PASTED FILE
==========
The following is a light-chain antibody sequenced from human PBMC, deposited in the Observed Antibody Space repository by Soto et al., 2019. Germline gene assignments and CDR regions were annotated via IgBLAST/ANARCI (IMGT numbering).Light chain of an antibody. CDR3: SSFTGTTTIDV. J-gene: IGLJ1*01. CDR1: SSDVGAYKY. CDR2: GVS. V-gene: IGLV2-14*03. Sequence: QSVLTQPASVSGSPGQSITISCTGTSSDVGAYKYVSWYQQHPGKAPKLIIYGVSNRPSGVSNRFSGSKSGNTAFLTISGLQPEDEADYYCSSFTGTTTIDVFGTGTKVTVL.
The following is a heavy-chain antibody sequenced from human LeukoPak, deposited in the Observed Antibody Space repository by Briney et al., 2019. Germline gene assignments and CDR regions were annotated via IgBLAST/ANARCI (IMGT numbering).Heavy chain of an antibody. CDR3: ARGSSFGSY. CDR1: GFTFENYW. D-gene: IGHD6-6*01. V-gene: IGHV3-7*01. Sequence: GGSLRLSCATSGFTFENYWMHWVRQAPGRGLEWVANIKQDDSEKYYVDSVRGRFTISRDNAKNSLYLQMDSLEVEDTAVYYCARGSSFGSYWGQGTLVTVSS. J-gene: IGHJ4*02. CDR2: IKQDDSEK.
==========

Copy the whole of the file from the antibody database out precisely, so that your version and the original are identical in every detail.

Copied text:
The following is a light-chain antibody sequenced from human PBMC, deposited in the Observed Antibody Space repository by Soto et al., 2019. Germline gene assignments and CDR regions were annotated via IgBLAST/ANARCI (IMGT numbering).Light chain of an antibody. CDR3: SSFTGTTTIDV. J-gene: IGLJ1*01. CDR1: SSDVGAYKY. CDR2: GVS. V-gene: IGLV2-14*03. Sequence: QSVLTQPASVSGSPGQSITISCTGTSSDVGAYKYVSWYQQHPGKAPKLIIYGVSNRPSGVSNRFSGSKSGNTAFLTISGLQPEDEADYYCSSFTGTTTIDVFGTGTKVTVL.
The following is a heavy-chain antibody sequenced from human LeukoPak, deposited in the Observed Antibody Space repository by Briney et al., 2019. Germline gene assignments and CDR regions were annotated via IgBLAST/ANARCI (IMGT numbering).Heavy chain of an antibody. CDR3: ARGSSFGSY. CDR1: GFTFENYW. D-gene: IGHD6-6*01. V-gene: IGHV3-7*01. Sequence: GGSLRLSCATSGFTFENYWMHWVRQAPGRGLEWVANIKQDDSEKYYVDSVRGRFTISRDNAKNSLYLQMDSLEVEDTAVYYCARGSSFGSYWGQGTLVTVSS. J-gene: IGHJ4*02. CDR2: IKQDDSEK.